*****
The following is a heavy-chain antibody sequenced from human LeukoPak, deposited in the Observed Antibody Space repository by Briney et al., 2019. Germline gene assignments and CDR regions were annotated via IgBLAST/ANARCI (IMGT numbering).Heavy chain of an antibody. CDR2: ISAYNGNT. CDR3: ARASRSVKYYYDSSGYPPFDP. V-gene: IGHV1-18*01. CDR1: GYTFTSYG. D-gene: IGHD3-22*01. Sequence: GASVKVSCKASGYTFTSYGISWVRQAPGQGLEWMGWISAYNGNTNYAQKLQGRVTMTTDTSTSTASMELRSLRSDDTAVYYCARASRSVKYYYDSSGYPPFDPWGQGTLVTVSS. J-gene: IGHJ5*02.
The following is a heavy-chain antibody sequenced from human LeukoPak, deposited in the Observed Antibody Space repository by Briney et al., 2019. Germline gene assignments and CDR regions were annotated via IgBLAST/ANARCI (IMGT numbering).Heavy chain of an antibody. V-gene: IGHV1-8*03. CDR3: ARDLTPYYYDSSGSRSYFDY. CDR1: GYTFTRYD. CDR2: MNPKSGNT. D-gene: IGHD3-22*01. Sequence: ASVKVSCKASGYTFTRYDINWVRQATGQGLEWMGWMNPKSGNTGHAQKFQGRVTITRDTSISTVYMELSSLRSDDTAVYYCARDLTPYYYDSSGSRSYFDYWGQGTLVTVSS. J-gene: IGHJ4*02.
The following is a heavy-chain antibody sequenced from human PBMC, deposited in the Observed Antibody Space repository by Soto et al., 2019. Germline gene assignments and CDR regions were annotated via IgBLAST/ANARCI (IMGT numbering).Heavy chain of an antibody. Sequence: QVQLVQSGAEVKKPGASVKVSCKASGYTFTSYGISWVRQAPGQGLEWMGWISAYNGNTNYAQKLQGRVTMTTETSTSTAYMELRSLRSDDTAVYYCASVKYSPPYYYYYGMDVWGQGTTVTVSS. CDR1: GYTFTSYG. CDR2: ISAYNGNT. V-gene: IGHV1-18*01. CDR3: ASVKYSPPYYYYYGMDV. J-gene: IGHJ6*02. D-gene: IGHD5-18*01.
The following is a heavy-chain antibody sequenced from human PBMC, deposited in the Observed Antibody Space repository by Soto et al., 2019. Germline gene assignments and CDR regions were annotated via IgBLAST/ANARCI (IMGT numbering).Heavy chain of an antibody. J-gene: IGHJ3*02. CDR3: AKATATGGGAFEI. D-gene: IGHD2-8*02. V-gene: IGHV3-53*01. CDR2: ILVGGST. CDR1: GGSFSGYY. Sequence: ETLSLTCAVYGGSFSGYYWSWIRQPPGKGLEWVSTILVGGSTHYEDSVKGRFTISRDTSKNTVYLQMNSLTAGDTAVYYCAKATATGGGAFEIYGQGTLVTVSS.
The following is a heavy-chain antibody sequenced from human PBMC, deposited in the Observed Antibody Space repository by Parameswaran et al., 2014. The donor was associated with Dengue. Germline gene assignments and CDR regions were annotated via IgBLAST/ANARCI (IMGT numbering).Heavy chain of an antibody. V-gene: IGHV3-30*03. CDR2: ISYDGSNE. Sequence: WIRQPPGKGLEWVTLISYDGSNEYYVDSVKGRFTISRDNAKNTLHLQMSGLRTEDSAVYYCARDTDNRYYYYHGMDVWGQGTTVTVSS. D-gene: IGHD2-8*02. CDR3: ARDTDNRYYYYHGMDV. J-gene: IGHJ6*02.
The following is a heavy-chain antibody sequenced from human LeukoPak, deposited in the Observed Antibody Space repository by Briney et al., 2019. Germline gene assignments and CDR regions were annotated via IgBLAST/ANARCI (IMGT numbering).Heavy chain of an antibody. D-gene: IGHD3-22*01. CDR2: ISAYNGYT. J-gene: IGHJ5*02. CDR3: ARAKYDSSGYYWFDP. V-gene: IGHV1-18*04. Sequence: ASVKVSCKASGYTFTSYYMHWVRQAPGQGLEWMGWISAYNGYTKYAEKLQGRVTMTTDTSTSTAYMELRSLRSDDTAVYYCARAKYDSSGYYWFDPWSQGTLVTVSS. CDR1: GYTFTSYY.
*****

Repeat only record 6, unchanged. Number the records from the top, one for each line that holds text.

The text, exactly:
The following is a heavy-chain antibody sequenced from human LeukoPak, deposited in the Observed Antibody Space repository by Briney et al., 2019. Germline gene assignments and CDR regions were annotated via IgBLAST/ANARCI (IMGT numbering).Heavy chain of an antibody. D-gene: IGHD3-22*01. CDR2: ISAYNGYT. J-gene: IGHJ5*02. CDR3: ARAKYDSSGYYWFDP. V-gene: IGHV1-18*04. Sequence: ASVKVSCKASGYTFTSYYMHWVRQAPGQGLEWMGWISAYNGYTKYAEKLQGRVTMTTDTSTSTAYMELRSLRSDDTAVYYCARAKYDSSGYYWFDPWSQGTLVTVSS. CDR1: GYTFTSYY.